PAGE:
Quantum of Solace: The Video Game Review - Quantum of Solace Review


Of course, it should also be said that it’s no good having that power if you’re not always sure how to use it. There are moments where Quantum of Solace looks fantastic – the character models look believable, the environments and lighting mesh together and the scenery packs in plenty of detail. There are also, however, a lot of moments where you feel like you’re looking at a first generation 360 game; times when wishy-washy textures, poor animation and boxy, uninspired environments spoil the party. And what on Earth have they done to Daniel Craig? I know he’s not supposed to be the tallest chap around, but in some sequences Bond looks like a weird little goblin in a Daniel Craig rubber mask. Come on Treyarch, did the twits from DanielCraigisNotBond.com put you up to this? Still, the music is – as you might expect – excellent and the voice work from Daniel Craig, Dame Judi Dench and others helps give the game a slightly more convincing Bond feel.

All in all, I’d say that Quantum of Solace is one for rental only were it not for one thing: the multiplayer game. It helps that the feel is sort of CoD4 lite, but the game has a few interesting game modes all its own. You’ll be familiar with the usual deathmatch, team deathmatch and control point options, all reworked in an ‘Organisation vs Mi6’ style, but Quantum of Solace also throws in Bond Versus, where one player plays Bond as a kind of one-man Counter-Strike team while all the other players try to eliminate him, Bond Extraction, where the Mi6 team helps Bond escape from the map, and Golden Gun – a variation on the classic Goldeneye play style. Here players vie over one super weapon, the catch being that the wielder of the Golden Gun instantly becomes visible on everyone’s radar. It’s a lot of fun, and while the odds in the Bond Versus mode at first seem heavily weighted against the player in the Daniel Craig skin, you can be surprised. With a Bond player who sneaks and snipes effectively, Bond Versus can be a real thriller. If nothing else, it’s a great test for the hardcore FPS player who feels they can wipe the floor with anyone and everyone.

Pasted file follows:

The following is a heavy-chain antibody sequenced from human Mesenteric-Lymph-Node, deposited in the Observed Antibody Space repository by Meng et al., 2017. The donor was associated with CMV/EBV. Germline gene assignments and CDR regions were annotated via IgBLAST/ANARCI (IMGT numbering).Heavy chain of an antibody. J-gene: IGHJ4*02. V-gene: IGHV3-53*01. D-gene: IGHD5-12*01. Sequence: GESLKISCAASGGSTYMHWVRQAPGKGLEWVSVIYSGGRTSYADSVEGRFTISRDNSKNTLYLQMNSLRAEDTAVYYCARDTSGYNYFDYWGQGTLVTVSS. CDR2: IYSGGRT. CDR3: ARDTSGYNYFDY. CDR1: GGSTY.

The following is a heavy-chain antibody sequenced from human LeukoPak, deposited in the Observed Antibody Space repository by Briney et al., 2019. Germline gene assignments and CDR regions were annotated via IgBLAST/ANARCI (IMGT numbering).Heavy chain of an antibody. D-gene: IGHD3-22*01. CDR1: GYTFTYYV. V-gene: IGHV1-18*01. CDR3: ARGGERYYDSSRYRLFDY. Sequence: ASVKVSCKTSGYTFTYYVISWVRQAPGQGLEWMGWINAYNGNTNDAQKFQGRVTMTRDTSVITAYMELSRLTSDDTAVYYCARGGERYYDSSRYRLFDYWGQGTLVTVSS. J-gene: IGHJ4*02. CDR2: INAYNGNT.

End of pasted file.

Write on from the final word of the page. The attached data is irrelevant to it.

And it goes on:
On the downside, the multiplayer mode does feature some of the ugliest maps I’ve seen in a commercial FPS game for some time (did anyone really think the Barge level looked acceptable?) and the animation of the Mi6 agents and Organisation troops is really weird at times. Why are they all doing the same camped-up imitation of a Thunderbirds puppet? Still, multiplayer Quantum of Solace is entertaining. Whether there’s really room for it in with Gears of War 2, Resistance 2 and Call of Duty: World at War imminent remains to be seen.

Still, it’s enough to give Quantum of Solace a slight boost. By no means is this a bad game, but given the riches pouring down on us at the moment you’d have to be Bond mad to justify buying it. Millions of people, caught up in Bond hysteria or just looking for a game with a recognisable name will probably do just that and come away feeling reasonably happy, but if you already know your Call of Duty from your Gears of War then there are better ways to spend your money right now.


Quantum of Solace is a solid but slightly old-fashioned FPS that doesn’t do as much as it might with the Bond material. Entertaining, but rather unimpressive.

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